SU Alumna's Design Work Chosen to Travel to International Space Station
SALISBURY, MD---When Salisbury University alumna Kennedy Workman ’21 interviews for jobs throughout her graphic design career, she will have a line on her résumé that will set her apart from others: A piece of Workman’s work will have traveled into space.
Her mission patch design was chosen as the winner of a competition for Terps in Space, an extension of the Student Spaceflight Experiments Program (SSEP). The program allows students in the University System of Maryland (USM) to design science experiments to potentially be sent to the International Space Station.
“My artwork is not out in a lot of places, but I will be able to say that it’s been to space, which is incredibly exciting,” said Workman.
Based out of the University of Maryland, College Park (UMCP), the program is led by Daniel Enrique Serrano, senior faculty specialist at the Institute for Physical Science and Technology, and is open to all USM students. The project selected to travel to space as part of Mission 16, for which Workman’s patch was created, was developed by a collaboration of students from UMCP and the University of Maryland, Baltimore County.
“All University System of Maryland students are invited to participate,” said Serrano. “It means a lot to achieve that collaboration, like the team that won Mission 16, where you have students that are coming from different universities to do research, and for Kennedy to represent our entire mission visually being from a different university. My contribution is small, but it makes me proud to be able to bring these students together.”
Workman, from Glenwood, MD, and other students in the SU Design Agency, a course led by Allison Seth, were given a brief description of the project and asked to create their version of a representative patch, similar to what one might see an astronaut wear on their spacesuit. Though no astronaut will wear this patch, it will be sent up with the project – expected to travel later this year – and then will be returned to Workman with a certificate stating that it traveled to space.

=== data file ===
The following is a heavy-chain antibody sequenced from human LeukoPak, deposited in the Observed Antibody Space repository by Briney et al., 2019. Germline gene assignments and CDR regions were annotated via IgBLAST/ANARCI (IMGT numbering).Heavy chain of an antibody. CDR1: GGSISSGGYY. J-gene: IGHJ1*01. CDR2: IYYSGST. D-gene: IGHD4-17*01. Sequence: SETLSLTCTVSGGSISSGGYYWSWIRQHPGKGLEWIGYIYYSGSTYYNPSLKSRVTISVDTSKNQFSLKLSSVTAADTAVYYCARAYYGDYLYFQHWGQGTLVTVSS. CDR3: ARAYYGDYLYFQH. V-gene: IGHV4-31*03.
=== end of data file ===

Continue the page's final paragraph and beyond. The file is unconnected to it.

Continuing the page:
The patch represents the project’s basis on microgravity. Researchers will examine the fine details of how planets first began to form by investigating how the smallest particles interact and coalesce to begin forming a larger mass.
“I really wanted to utilize an astronaut helmet or an astronaut floating in space to represent the human exploration of space and gravity,” said Workman. “I looked at a lot of different pictures of astronauts because I wanted it to feel like they were floating out of the patch design and not too stagnant.”
Workman studied spacesuits in images of astronauts and others illustrations to develop her rendering and received praise from the judges, as her design closely represents what an authentic suit looks like. One intentional variance was to not have the astronaut in the design wearing gloves, as Workman “thought it made it more intimate and human for his bare hands to be holding flowers as he floated in space.”
The flowers are part of the design’s goal of representing Maryland.
“I wanted to incorporate the state flower; that’s why the astronaut is holding black-eyed Susans. And they also have the state flag on their astronaut suit,” she said. “I tried to keep the color palette with the colors of Maryland and reflect the colors in different areas of the design, like the yellow reflection in the astronaut’s helmet, and the red stripe on the helmet and the banner around the entire patch design.”
Workman was first selected as one of 11 finalists, from 44 designs submitted from across the state, to go to final judging. SU classmate Jennifer Cueva’s design was selected as the third-place finisher.
“Kennedy’s patch was one of the most refined and highest quality in terms of visual representation,” said Serrano. “Her being selected was by a landslide across the board by all the judges as the best design.”
The project likely will launch from Cape Canaveral in Florida. Workman would like to be present, if possible, or at least view the launch of her artwork into space remotely.
“I think it will be very, very exciting to see it launch,” said Workman. “I would love to see pictures of the patch on the International Space Station.”
The SU Design Agency is a 400-level class in which students work in a setting structured like a graphic design firm to complete job assignments for actual clients, including University, community and nonprofit organizations.
The SSEP is a program of the National Center for Earth and Space Science Education (NCESSE) in the U.S. and the Arthur C. Clarke Institute for Space Education internationally. It is enabled through a strategic partnership with Nanoracks LLC, which is working with NASA under a Space Act Agreement as part of the use of the International Space Station as a National Laboratory.
Learn more about how SU students and faculty make tomorrow theirs at the SU website at www.salisbury.edu.